Guantanamo Hunger Strike Continues, Spreads

Detainees fear they'll never be released


The hunger strike in Guantánamo continues to grow, even by the U.S. military's questionable count. The military states that 100 of the 166 prisoners there are on strike, 21 are being force-fed, and five have been hospitalized. Lawyers for the prisoners put the number of hunger strikers at over 130. So many prisoners are in need of medical care that the military has now brought some 40 additional Navy "corpsmen, nurses, and other specialists" to add to the 100 already on duty.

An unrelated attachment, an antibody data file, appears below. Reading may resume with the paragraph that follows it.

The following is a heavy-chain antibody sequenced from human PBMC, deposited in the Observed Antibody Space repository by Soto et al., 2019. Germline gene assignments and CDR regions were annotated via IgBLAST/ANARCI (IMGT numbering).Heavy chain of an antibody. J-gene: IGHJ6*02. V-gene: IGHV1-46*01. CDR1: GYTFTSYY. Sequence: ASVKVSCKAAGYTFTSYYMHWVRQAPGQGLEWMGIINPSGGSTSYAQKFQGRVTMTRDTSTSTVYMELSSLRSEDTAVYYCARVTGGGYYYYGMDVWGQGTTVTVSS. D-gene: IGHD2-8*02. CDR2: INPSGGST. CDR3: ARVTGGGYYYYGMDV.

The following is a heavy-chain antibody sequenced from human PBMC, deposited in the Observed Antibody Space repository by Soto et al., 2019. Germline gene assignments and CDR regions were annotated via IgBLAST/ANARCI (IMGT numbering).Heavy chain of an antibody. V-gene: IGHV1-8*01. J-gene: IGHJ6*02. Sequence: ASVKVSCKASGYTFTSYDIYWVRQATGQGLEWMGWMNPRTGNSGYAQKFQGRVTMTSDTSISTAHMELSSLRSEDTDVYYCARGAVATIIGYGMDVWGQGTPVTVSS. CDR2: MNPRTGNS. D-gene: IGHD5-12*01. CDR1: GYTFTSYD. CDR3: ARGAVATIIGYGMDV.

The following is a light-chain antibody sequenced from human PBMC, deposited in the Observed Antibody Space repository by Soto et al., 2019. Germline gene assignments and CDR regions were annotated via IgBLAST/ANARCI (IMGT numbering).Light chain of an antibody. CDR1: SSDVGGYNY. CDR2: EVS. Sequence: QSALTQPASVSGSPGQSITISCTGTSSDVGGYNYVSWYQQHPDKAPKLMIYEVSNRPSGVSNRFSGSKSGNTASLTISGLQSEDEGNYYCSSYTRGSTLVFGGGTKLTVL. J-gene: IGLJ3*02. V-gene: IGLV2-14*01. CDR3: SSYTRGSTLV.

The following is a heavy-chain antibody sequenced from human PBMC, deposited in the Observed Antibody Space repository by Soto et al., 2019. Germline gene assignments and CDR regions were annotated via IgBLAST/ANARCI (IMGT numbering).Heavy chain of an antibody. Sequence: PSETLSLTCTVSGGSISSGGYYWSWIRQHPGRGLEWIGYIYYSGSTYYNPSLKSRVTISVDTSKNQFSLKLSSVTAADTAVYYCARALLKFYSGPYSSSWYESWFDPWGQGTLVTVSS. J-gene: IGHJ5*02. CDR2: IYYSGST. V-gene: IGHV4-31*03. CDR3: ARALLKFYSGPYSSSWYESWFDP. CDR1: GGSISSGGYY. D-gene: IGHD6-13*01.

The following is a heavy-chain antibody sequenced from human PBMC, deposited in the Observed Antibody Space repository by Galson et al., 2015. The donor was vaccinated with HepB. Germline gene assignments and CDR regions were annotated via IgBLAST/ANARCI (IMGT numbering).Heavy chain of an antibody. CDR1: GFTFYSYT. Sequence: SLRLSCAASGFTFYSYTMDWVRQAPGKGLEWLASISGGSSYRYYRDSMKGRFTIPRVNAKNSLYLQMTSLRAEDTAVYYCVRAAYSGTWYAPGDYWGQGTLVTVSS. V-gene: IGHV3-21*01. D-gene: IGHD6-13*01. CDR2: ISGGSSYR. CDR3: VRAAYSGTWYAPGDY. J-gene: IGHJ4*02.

The prime motivator for the strike, as reported in a front-page story in The New York Times last week, is the prisoners' growing despair that they will never go home. General John F. Kelly, who as head of U.S. Southern Command ultimately oversees the prison, recently told Congress that the prisoners "had great optimism that Guantánamo would be closed. They were devastated apparently … when the president backed off — at least their perception — of closing the facility." The Director-General of the Red Cross tweeted this weekend that the "level of desperation amongst detainees is unprecedented."